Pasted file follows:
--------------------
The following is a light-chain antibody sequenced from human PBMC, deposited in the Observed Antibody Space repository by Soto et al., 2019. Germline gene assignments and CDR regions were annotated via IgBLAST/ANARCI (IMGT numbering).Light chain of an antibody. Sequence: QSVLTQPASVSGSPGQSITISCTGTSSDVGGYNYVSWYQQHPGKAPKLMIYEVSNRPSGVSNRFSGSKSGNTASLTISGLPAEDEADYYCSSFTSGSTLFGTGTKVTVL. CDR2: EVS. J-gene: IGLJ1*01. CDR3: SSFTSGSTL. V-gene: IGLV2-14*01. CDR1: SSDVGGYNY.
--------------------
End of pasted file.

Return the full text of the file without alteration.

The following is a light-chain antibody sequenced from human PBMC, deposited in the Observed Antibody Space repository by Soto et al., 2019. Germline gene assignments and CDR regions were annotated via IgBLAST/ANARCI (IMGT numbering).Light chain of an antibody. Sequence: QSVLTQPASVSGSPGQSITISCTGTSSDVGGYNYVSWYQQHPGKAPKLMIYEVSNRPSGVSNRFSGSKSGNTASLTISGLPAEDEADYYCSSFTSGSTLFGTGTKVTVL. CDR2: EVS. J-gene: IGLJ1*01. CDR3: SSFTSGSTL. V-gene: IGLV2-14*01. CDR1: SSDVGGYNY.